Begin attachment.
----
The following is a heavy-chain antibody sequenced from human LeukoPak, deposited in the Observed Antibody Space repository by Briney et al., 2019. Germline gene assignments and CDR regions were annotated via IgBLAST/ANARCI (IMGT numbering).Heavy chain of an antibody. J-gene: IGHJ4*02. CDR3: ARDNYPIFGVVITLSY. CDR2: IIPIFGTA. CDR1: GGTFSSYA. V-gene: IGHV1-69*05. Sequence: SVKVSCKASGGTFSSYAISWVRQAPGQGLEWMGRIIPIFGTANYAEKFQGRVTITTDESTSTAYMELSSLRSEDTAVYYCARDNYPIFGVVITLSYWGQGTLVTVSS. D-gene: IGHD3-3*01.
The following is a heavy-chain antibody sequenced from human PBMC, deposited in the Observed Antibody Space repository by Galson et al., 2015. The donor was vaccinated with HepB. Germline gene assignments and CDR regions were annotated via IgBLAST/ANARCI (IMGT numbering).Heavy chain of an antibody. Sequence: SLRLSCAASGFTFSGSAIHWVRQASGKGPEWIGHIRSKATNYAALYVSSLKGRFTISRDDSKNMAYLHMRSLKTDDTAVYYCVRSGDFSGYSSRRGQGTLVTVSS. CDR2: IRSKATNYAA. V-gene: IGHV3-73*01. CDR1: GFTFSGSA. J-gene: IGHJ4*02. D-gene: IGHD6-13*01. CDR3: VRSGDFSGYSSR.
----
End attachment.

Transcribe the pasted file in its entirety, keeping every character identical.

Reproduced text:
The following is a heavy-chain antibody sequenced from human LeukoPak, deposited in the Observed Antibody Space repository by Briney et al., 2019. Germline gene assignments and CDR regions were annotated via IgBLAST/ANARCI (IMGT numbering).Heavy chain of an antibody. J-gene: IGHJ4*02. CDR3: ARDNYPIFGVVITLSY. CDR2: IIPIFGTA. CDR1: GGTFSSYA. V-gene: IGHV1-69*05. Sequence: SVKVSCKASGGTFSSYAISWVRQAPGQGLEWMGRIIPIFGTANYAEKFQGRVTITTDESTSTAYMELSSLRSEDTAVYYCARDNYPIFGVVITLSYWGQGTLVTVSS. D-gene: IGHD3-3*01.
The following is a heavy-chain antibody sequenced from human PBMC, deposited in the Observed Antibody Space repository by Galson et al., 2015. The donor was vaccinated with HepB. Germline gene assignments and CDR regions were annotated via IgBLAST/ANARCI (IMGT numbering).Heavy chain of an antibody. Sequence: SLRLSCAASGFTFSGSAIHWVRQASGKGPEWIGHIRSKATNYAALYVSSLKGRFTISRDDSKNMAYLHMRSLKTDDTAVYYCVRSGDFSGYSSRRGQGTLVTVSS. CDR2: IRSKATNYAA. V-gene: IGHV3-73*01. CDR1: GFTFSGSA. J-gene: IGHJ4*02. D-gene: IGHD6-13*01. CDR3: VRSGDFSGYSSR.